Duke CEO Shaw, Peabody CEO Engelhardt discuss emissions technology deployment

Coal is back as the fuel of choice for electricity generation, but can it become a clean energy source? Will utilities deploy ultra-low emissions technology for the 100+ plants slated for construction? Are IGCC and other cutting-edge emission-reduction technologies ready for prime time? Peabody Enegy CEO Irl Engelhardt and Duke Power CEO Ruth Shaw join OnPoint to discuss these issues as the Senate Energy Committee launches its seminar on coal and coal emissions technology.


Brian Stempeck: Hello and welcome to OnPoint. I'm Brian Stempeck. With us today is Irl Engelhardt, CEO of Peabody Energy, and also Ruth Shaw, CEO of Duke Power Company. Irl, Ruth, thanks a lot for joining us.

Irl Engelhardt: Thank you for having us Brian.

Brian Stempeck: Ruth, I'm going to start with you. Right now the Clear Skies markup is going on yesterday. Right now the big issue going on is climate change and what to do about CO2 regulations in the bill. I kind of want to start off with a general question for you and your company. Do you feel that global warming is a problem that needs to be dealt with?

Ruth Shaw: Well obviously the issue of climate change and global warming is one that's gotten a lot of national and international debate. Our industry, which is a company that uses a lot of coal and a lot of nuclear power, believes society is going to come to wrestle with this issue and we want to be part of that. We're committed to reducing emissions. We're a coal technology, as well as to nuclear.

Brian Stempeck: Several companies, like AEP and Cinergy, they have set actual goals for reducing their emissions by 5 percent, certain goals, you know, by 2010. Has your company than anything like that and do you plan to do anything like that?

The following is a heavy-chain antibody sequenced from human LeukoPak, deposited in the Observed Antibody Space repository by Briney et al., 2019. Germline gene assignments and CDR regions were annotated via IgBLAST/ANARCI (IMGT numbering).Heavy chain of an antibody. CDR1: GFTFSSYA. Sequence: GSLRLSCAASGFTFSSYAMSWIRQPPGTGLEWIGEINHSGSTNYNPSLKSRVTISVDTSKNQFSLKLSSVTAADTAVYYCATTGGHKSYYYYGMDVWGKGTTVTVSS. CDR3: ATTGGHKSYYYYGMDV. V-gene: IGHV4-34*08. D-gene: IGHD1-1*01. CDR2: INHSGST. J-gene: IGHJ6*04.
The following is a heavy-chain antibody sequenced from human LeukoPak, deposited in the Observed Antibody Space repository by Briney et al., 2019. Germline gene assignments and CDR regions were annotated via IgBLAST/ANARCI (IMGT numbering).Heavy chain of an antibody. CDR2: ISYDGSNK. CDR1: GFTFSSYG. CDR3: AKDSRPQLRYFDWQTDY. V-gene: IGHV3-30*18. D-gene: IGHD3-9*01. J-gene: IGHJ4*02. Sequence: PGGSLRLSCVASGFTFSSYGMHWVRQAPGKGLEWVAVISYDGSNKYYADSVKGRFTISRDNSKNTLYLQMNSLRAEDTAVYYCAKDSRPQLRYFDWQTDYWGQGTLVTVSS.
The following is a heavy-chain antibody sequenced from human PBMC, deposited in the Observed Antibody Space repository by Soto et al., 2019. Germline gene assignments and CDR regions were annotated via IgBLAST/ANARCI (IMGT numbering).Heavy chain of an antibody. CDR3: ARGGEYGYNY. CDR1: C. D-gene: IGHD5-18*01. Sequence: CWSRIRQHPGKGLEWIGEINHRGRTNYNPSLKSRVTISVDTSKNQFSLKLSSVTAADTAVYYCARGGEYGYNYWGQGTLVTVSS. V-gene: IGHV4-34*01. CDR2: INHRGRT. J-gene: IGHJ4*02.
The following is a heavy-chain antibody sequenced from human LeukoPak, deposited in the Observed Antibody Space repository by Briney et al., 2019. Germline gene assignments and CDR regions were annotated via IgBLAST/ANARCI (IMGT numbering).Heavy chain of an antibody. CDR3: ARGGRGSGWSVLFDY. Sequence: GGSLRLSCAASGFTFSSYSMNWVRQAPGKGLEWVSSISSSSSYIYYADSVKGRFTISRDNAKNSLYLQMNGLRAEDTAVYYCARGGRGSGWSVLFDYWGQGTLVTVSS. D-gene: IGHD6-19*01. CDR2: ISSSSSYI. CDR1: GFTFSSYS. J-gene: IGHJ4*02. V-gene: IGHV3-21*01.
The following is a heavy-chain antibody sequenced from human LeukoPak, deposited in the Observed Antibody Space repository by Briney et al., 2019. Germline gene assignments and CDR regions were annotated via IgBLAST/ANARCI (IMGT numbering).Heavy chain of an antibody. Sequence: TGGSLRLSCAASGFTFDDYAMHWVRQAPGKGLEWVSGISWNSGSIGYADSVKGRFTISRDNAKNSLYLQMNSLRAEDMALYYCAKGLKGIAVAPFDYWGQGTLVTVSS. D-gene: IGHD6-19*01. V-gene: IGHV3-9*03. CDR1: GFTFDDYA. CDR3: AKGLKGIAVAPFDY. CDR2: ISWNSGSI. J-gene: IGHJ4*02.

Ruth Shaw: Well, we have established a number of goals for emission reductions, have met those. In fact, North Carolina has through its 2002 Clean Smokestacks Act, rules that take our emissions for NOX and SOX far below current federal standards, and we spent about $2 billion to meet those emission reductions.

Brian Stempeck: Irl how about you, I know Peabody Energy, most of the focus is on actual coal mining and not as much on the electricity generation sector, but what is your take on whether global warming is actually a problem that we need to deal with and whether Congress is going to do something about that?

Irl Engelhardt: Well, first of all to put it in perspective, our company fuels in excess of 10 percent of the U.S. electricity.

Brian Stempeck: Right.

Irl Engelhardt: And over 2.5 percent of the world's electricity. We are developing several large coal fire generating plants around the nation and are proceeding well along in that development process. Related to global warming, we have followed, to date, the voluntary programs where we would proceed to reduce our emissions per unit of output. We have taken steps where we reforest lands and plant in excess of a million trees a year. We have taken steps where we capture methane in advance of our mining and all of those steps, plus the efficiency improvements that, through better productivity, have reduced the intensity of greenhouse gas emissions per unit of our product.

Brian Stempeck: So, how much would they actually decline? I know that's the key goal that people talk about, is greenhouse gas intensity, how much your emissions decline based on your output --

Irl Engelhardt: Well, compared to 1990, again, on a per unit of output, it's declined about 30 to 35 percent.

Brian Stempeck: So you're down pretty substantially?

Irl Engelhardt: We are, yes.

Brian Stempeck: How do you see things moving forward on Clear Skies in Congress and on Capitol Hill? There's clear movement from a lot of the Democrats, they want to see carbon regulated. They've said that the Clear Skies bill does not do that and there's been some talk, Senator Voinovich, earlier this week, put out a proposal to maybe do a greenhouse gas intensity goal like you're talking about, maybe reduce emissions about 4 percent. Would you support an approach like that?